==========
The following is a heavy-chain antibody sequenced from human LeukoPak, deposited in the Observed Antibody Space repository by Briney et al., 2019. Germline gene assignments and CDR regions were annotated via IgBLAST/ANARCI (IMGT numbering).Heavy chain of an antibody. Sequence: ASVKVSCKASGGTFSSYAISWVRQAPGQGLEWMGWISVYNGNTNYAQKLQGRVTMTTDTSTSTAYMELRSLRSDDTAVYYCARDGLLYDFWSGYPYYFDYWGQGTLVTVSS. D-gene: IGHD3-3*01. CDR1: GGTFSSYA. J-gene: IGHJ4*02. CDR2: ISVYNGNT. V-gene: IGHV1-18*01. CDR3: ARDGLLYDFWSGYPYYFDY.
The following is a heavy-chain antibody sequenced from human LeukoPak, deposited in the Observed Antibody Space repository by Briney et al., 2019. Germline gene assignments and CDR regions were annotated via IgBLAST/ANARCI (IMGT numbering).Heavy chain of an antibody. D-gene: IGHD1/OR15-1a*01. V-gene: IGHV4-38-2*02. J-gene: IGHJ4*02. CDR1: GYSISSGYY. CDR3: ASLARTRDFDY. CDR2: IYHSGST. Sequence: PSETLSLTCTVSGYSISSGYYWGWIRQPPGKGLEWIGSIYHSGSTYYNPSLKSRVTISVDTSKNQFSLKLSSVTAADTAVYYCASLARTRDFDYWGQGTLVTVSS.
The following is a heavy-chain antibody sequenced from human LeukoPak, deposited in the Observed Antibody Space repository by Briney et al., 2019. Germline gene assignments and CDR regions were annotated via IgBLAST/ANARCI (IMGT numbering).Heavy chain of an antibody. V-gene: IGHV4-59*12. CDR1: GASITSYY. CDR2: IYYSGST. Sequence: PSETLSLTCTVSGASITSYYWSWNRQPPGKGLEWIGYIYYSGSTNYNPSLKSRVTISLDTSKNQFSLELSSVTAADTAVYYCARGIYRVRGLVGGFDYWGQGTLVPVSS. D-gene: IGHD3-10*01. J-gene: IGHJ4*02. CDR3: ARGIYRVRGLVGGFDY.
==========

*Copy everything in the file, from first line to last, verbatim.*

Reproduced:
The following is a heavy-chain antibody sequenced from human LeukoPak, deposited in the Observed Antibody Space repository by Briney et al., 2019. Germline gene assignments and CDR regions were annotated via IgBLAST/ANARCI (IMGT numbering).Heavy chain of an antibody. Sequence: ASVKVSCKASGGTFSSYAISWVRQAPGQGLEWMGWISVYNGNTNYAQKLQGRVTMTTDTSTSTAYMELRSLRSDDTAVYYCARDGLLYDFWSGYPYYFDYWGQGTLVTVSS. D-gene: IGHD3-3*01. CDR1: GGTFSSYA. J-gene: IGHJ4*02. CDR2: ISVYNGNT. V-gene: IGHV1-18*01. CDR3: ARDGLLYDFWSGYPYYFDY.
The following is a heavy-chain antibody sequenced from human LeukoPak, deposited in the Observed Antibody Space repository by Briney et al., 2019. Germline gene assignments and CDR regions were annotated via IgBLAST/ANARCI (IMGT numbering).Heavy chain of an antibody. D-gene: IGHD1/OR15-1a*01. V-gene: IGHV4-38-2*02. J-gene: IGHJ4*02. CDR1: GYSISSGYY. CDR3: ASLARTRDFDY. CDR2: IYHSGST. Sequence: PSETLSLTCTVSGYSISSGYYWGWIRQPPGKGLEWIGSIYHSGSTYYNPSLKSRVTISVDTSKNQFSLKLSSVTAADTAVYYCASLARTRDFDYWGQGTLVTVSS.
The following is a heavy-chain antibody sequenced from human LeukoPak, deposited in the Observed Antibody Space repository by Briney et al., 2019. Germline gene assignments and CDR regions were annotated via IgBLAST/ANARCI (IMGT numbering).Heavy chain of an antibody. V-gene: IGHV4-59*12. CDR1: GASITSYY. CDR2: IYYSGST. Sequence: PSETLSLTCTVSGASITSYYWSWNRQPPGKGLEWIGYIYYSGSTNYNPSLKSRVTISLDTSKNQFSLELSSVTAADTAVYYCARGIYRVRGLVGGFDYWGQGTLVPVSS. D-gene: IGHD3-10*01. J-gene: IGHJ4*02. CDR3: ARGIYRVRGLVGGFDY.